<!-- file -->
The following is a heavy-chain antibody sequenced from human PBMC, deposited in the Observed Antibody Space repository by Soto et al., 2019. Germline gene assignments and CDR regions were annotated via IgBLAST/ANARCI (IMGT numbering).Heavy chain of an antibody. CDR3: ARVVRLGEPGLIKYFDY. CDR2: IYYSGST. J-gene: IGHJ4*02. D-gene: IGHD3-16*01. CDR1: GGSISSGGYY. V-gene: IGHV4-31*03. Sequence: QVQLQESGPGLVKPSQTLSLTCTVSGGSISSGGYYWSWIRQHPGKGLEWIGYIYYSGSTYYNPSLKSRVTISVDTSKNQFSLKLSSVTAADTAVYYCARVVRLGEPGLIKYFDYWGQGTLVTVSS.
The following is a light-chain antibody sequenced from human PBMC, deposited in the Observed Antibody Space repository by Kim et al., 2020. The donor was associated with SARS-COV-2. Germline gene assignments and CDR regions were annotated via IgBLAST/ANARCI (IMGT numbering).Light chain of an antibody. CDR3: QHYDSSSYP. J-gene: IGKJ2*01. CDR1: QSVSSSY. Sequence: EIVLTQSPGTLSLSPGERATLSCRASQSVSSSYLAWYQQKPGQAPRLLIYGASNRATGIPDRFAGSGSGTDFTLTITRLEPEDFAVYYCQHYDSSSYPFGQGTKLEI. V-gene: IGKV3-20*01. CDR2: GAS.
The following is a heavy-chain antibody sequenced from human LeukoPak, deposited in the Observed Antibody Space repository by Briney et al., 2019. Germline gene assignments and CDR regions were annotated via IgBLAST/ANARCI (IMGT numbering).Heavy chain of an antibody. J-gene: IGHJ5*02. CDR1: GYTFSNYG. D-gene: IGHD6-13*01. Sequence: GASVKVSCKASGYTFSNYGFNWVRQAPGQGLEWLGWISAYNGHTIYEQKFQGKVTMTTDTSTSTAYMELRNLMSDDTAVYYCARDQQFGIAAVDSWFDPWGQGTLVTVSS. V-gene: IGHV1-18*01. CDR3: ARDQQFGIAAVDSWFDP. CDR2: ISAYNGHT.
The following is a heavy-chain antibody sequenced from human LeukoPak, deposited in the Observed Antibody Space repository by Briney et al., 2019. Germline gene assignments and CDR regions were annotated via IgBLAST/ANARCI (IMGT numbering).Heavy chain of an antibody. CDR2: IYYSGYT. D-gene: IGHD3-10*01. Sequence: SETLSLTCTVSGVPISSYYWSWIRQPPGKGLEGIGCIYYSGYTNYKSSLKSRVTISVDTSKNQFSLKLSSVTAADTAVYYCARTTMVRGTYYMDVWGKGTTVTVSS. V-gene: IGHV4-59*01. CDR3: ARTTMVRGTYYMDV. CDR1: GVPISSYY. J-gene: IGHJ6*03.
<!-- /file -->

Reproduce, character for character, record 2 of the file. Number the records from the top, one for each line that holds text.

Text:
The following is a light-chain antibody sequenced from human PBMC, deposited in the Observed Antibody Space repository by Kim et al., 2020. The donor was associated with SARS-COV-2. Germline gene assignments and CDR regions were annotated via IgBLAST/ANARCI (IMGT numbering).Light chain of an antibody. CDR3: QHYDSSSYP. J-gene: IGKJ2*01. CDR1: QSVSSSY. Sequence: EIVLTQSPGTLSLSPGERATLSCRASQSVSSSYLAWYQQKPGQAPRLLIYGASNRATGIPDRFAGSGSGTDFTLTITRLEPEDFAVYYCQHYDSSSYPFGQGTKLEI. V-gene: IGKV3-20*01. CDR2: GAS.